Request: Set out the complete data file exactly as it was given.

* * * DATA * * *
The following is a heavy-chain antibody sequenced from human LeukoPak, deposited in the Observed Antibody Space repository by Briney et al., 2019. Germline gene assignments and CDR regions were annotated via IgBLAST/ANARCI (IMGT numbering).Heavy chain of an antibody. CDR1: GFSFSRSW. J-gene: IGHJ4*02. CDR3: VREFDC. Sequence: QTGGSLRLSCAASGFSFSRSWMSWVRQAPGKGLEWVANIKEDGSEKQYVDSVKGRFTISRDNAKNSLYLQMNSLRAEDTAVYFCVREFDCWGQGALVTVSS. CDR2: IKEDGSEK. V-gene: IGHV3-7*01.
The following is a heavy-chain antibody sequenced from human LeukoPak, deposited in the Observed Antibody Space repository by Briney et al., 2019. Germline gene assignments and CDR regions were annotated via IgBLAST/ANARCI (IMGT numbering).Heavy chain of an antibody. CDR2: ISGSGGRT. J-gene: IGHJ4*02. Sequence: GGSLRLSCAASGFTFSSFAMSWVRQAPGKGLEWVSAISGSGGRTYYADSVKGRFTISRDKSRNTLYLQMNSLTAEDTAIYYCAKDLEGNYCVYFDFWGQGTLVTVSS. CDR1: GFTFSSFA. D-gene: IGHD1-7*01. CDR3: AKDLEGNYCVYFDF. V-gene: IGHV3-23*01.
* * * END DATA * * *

The following is a heavy-chain antibody sequenced from human LeukoPak, deposited in the Observed Antibody Space repository by Briney et al., 2019. Germline gene assignments and CDR regions were annotated via IgBLAST/ANARCI (IMGT numbering).Heavy chain of an antibody. CDR1: GFSFSRSW. J-gene: IGHJ4*02. CDR3: VREFDC. Sequence: QTGGSLRLSCAASGFSFSRSWMSWVRQAPGKGLEWVANIKEDGSEKQYVDSVKGRFTISRDNAKNSLYLQMNSLRAEDTAVYFCVREFDCWGQGALVTVSS. CDR2: IKEDGSEK. V-gene: IGHV3-7*01.
The following is a heavy-chain antibody sequenced from human LeukoPak, deposited in the Observed Antibody Space repository by Briney et al., 2019. Germline gene assignments and CDR regions were annotated via IgBLAST/ANARCI (IMGT numbering).Heavy chain of an antibody. CDR2: ISGSGGRT. J-gene: IGHJ4*02. Sequence: GGSLRLSCAASGFTFSSFAMSWVRQAPGKGLEWVSAISGSGGRTYYADSVKGRFTISRDKSRNTLYLQMNSLTAEDTAIYYCAKDLEGNYCVYFDFWGQGTLVTVSS. CDR1: GFTFSSFA. D-gene: IGHD1-7*01. CDR3: AKDLEGNYCVYFDF. V-gene: IGHV3-23*01.